Earl Morse was working as a physician assistant in 2004 at a U.S. Department of Veterans Affairs medical clinic in Springfield, Ohio, when he asked a simple question that changed his life. Morse asked one of his patients, 78-year-old World War II veteran Leonard Loy, whether he’d thought about visiting the National World War II Memorial, which recently had opened in Washington, D.C.
Loy shook his head sadly. “Mama’s been sick and we don’t have the money,” he said. “And we don’t have any way to get out there.”
Morse, himself a licensed pilot and former U.S. Air Force captain, had just rented a private Cessna plane and was going to fly his father, a Vietnam War veteran, to the nation’s capital to see the Vietnam Veterans Memorial. He had an idea, a casual invitation that didn’t seem like such a big deal at the time. “My dad and I are renting a plane,” he told Loy. “If you’d like to go, it won’t cost you a penny.”
Loy didn’t say anything, but the tears in his eyes spoke volumes.
“That’s when it hit me, ‘This means more than I thought,’” says Morse, 48.
In the months that followed, Morse’s casual invitation to help a fellow military veteran turned into a nationwide quest. For more than two years now, he’s been flying World War II veterans to see the memorial erected in their honor on the National Mall. Since founding his nonprofit Honor Flight Network in 2005, he has taken more than 1,000 veterans from around the country to the memorial—and it hasn’t cost any of them one red cent.
“I’ve had a lot of veterans tell me this trip was the greatest day of their life,” Morse says.
A grassroots effort
After that first trip in the Cessna with his father and Loy, Morse enlisted the help of some pilot friends in Dayton, Ohio, and organized more day trips. The grassroots effort grew as word spread and donations increased, and Morse soon was purchasing blocks of tickets on commercial flights for larger groups, and coordinating flights from across the country.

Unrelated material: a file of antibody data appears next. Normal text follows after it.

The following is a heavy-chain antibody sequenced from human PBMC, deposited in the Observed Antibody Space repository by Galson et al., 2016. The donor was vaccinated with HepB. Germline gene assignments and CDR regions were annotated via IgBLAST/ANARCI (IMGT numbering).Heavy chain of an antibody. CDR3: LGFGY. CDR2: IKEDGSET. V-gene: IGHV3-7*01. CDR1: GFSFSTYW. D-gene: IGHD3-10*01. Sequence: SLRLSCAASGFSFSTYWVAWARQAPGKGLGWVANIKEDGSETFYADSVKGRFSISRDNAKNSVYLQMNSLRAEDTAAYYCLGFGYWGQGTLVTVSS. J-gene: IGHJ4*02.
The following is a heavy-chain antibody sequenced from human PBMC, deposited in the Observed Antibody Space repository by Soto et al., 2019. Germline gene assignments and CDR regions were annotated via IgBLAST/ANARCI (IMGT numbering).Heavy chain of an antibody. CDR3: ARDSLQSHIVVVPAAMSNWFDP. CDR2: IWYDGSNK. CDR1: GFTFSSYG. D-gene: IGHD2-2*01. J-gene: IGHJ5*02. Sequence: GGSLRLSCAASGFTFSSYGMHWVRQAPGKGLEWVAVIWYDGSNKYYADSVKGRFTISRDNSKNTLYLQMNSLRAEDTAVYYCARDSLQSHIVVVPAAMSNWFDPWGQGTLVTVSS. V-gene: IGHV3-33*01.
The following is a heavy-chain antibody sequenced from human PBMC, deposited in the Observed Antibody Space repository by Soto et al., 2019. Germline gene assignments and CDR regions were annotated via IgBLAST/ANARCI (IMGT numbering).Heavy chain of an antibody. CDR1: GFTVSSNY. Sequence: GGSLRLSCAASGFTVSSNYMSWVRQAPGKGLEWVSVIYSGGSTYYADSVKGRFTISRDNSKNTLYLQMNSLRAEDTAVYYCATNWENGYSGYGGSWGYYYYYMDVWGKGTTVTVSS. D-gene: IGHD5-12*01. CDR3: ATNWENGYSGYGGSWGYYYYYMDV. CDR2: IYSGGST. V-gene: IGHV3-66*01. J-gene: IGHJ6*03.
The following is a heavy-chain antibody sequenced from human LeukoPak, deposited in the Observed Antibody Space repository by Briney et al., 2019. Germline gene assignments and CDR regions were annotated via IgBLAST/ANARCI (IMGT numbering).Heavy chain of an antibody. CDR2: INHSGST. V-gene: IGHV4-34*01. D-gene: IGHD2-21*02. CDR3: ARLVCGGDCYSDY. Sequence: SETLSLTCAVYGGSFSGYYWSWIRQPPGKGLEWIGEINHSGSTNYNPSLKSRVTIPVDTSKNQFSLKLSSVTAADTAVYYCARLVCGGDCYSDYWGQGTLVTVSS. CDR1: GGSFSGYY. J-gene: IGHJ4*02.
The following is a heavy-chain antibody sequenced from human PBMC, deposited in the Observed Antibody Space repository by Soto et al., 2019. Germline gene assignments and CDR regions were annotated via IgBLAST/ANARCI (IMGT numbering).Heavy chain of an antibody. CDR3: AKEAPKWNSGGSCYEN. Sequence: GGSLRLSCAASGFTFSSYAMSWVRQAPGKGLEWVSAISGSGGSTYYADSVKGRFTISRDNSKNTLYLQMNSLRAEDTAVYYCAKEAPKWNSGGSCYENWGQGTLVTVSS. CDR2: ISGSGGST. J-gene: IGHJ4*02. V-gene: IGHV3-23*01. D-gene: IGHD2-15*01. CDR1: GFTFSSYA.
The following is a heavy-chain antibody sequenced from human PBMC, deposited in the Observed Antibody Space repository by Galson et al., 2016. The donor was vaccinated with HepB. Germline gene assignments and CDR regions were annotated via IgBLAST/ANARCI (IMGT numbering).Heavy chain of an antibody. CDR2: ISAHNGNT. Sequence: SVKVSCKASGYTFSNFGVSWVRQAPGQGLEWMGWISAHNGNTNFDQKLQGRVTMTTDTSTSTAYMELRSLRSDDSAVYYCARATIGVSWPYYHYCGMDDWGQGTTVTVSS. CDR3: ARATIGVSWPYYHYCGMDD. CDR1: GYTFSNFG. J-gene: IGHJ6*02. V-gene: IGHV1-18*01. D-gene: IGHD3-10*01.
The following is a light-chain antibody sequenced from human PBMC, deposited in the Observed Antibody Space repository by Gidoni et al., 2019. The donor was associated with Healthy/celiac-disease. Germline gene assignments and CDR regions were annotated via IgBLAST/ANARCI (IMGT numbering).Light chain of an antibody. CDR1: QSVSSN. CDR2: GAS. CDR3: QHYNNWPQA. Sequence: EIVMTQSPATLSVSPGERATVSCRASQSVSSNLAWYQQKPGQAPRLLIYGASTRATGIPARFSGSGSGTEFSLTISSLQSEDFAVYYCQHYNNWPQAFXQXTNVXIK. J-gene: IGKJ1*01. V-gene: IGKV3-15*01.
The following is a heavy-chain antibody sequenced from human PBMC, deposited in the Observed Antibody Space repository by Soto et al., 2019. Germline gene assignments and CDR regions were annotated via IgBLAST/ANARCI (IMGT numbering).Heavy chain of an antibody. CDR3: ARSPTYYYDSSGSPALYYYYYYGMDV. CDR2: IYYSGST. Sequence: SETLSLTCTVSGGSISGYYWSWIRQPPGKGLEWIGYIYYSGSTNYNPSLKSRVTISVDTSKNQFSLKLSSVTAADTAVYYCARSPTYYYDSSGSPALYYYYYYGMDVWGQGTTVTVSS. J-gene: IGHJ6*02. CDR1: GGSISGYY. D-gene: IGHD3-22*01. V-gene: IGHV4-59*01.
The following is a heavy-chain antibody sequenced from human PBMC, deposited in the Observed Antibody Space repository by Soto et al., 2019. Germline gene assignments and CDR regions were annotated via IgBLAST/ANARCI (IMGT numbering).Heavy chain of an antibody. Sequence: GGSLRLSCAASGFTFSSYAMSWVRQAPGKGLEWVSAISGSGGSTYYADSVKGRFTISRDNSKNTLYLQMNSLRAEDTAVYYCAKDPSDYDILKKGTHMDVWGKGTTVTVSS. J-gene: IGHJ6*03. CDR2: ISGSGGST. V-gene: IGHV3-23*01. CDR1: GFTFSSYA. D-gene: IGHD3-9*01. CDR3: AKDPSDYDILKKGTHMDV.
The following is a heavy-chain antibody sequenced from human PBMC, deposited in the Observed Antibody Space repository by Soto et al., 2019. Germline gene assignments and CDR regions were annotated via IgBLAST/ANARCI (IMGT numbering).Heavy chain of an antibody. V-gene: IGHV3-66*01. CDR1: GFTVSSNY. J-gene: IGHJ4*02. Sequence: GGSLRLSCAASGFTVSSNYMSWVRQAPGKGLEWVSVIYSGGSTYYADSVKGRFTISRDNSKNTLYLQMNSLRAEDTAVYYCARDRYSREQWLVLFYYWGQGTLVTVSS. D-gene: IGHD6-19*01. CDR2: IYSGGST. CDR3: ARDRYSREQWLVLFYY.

“So far, we’re in 11 states,” says Honor Flight’s director of operations, Al Bailey, 60. “Setting up Honor Flight hubs will help us reach our goal.”
That goal is to ensure that all living World War II veterans get a chance to see the memorial that was erected to honor their service and sacrifice.
Morse remembers a call going out in the late 1990s for World War I veterans in the central Ohio area to give them special-recognition medals. Only two were located, and the thought of “too little, too late” stays with Morse to this day. “I didn’t want World War II vets to not be able to see America’s thank-you to their service,” he says.
Honor Flight is volunteer-staffed and donation-funded. Morse gave up his Veterans Affairs job and now works part-time at a medical clinic in Enon, Ohio. He devotes at least four days a week to Honor Flight and is the program’s only paid employee. His wife, Clarice, as well as his mother, father, brother, sister and sister-in-law, are among the 15 volunteers who help operate the national network, based in Dayton.
Honor Flight coordinates dozens of flights each year from Alabama, Florida, Georgia, Michigan, New York, North Dakota (which also represents South Dakota and Minnesota), North Carolina, Ohio and Utah. “We have 30 to 50 applicants per day from veterans as far away as Alaska,” Bailey says.
An unforgettable experience
On an Honor Flight trip, every expense is covered, including meals, ground transportation, and oxygen tanks and motorized wheelchairs for veterans who need them. Volunteers pay for their own tickets, and each flight has a medical attendant.